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Digital Archive International History Declassified

1999

DOSSIERS OF POLITICAL PARTIES INTENT ON EXPORTING AN ISLAMIC REVOLUTION

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    A Dossier reviewing the origins and policies of Islamic political parties, including: The Organization of Fighters of Afghanistan for Islam, The Movement of the Islamic Revolution (DIR), The Council of Islamic Accord (SIS), The Islamic Movement of Afghanistan (IDA), The United Front of the Islamic Revolution (OFIR), The Corps of Guardians of the Islamic Jihad of Afghanistan (KSIRA), The Party of Victory (“Nasr”), The Party of Allah (“Hezbe Allah”).
    "Dossiers of political parties intent on exporting an Islamic revolution," 1999, History and Public Policy Program Digital Archive, A. A. Lyakhovskiy’s “Plamya Afgana” (“Flame of the Afghanistan veteran”)”, Iskon, Moscow, 1999; Translated for CWIHP by Gary Goldberg https://digitalarchive.wilsoncenter.org/document/111604
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The Party of Allah (“Hezbe Allah”), was created by Iranian leaders in 1980 to consolidate the counterrevolutionary forces of the rebels and export the Islamic revolution to Afghanistan. The leader is Kari Ahmad Yakdaste (“one-armed Kari”), a Shiite mullah who aspires to the role of “spiritual leader of the Shiites of Afghanistan”. Membership in the Party presumed belief in the Shiite practice of Islam. The armed formations of “Hezbe Allah” are distinguished by their especial brutality toward supporters of the ruling regime. They displayed greatest activity in the southern and western provinces of the DRA (Herat, Farah, Nimruz, Gur, Bamian, Uruzgan, and Kandahar). The headquarters is located in Mashhad [Iran] and branches of the Party were found in Tehran, Nishapur, Zabol, Zahedan, and Geyebad (Iran). The armed detachments number about 4,000.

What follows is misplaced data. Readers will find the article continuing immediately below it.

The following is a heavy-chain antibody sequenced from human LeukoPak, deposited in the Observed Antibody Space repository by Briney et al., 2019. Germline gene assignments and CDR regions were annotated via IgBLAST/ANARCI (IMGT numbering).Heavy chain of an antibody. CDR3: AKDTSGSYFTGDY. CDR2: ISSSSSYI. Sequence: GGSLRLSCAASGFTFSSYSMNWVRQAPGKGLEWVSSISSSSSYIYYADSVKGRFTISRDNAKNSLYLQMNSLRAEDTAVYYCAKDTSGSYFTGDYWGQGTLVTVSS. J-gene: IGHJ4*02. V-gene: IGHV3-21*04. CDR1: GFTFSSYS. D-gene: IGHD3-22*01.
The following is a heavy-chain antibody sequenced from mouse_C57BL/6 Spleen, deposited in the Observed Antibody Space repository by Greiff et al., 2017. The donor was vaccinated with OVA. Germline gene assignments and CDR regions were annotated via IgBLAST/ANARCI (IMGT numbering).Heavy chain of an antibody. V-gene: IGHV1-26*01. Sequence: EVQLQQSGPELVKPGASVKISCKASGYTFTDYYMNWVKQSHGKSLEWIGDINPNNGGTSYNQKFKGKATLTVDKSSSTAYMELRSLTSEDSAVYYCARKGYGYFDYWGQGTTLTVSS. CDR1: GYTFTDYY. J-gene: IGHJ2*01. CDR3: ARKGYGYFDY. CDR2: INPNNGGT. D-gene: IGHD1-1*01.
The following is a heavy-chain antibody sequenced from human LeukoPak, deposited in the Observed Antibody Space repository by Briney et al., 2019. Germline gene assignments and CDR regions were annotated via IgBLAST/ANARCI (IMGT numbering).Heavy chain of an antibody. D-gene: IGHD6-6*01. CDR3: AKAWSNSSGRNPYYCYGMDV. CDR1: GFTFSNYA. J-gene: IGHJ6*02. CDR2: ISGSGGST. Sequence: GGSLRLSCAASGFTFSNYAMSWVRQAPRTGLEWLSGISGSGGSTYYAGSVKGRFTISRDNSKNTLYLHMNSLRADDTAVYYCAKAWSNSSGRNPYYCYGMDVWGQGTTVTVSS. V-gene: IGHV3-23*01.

The Party of Victory (“Nasr”) – a pro-Iranian Shiite organization formed in 1980. The leaders are Sheikh Abdul Ali Mazari and Sheikh Shafak. Both were located in Iran and enjoyed support of the second-ranking person in the country, Ayatollah Montazeri. The combat detachments, whose numbers reached four thousand, operated in the central provinces of the DRA in the area of Hazarajat (Bamian, Ghazni, Wardak, Uruzgan, Baghlan, Samangan, Balkh, Parwan, and Gur). The overall military leader is Muhammad Husein Sadyki. The groups and detachments of “Nasr” were distinguished by good military training and had a sufficient supply of weapons and ammunition. China exercised a notable influence on the leadership of the organization. A characteristic feature of the activity of the organization is constant conflict with competing groups, especially those who were oriented toward Pakistan. It enjoyed the military and financial support of Iran, China, and the US. Its headquarters were located in Qom [Iran].

The Corps of Guardians of the Islamic Jihad of Afghanistan (KSIRA) or Sepakhe Pasdar – a pro-Iranian organization under the control of the Iranian KSIR, created in 1983. Maoist concepts were widely found among the members of the group and it enjoyed the support of China. There are Chinese instructors in the detachments and groups. It coordinated its activity with the Victory group. The areas of concentration of the groups were the provinces of Gur and Bamian. The leader of the organization is Akbari. Its combat detachments numbered up to 1,500. The headquarters was located in Qom.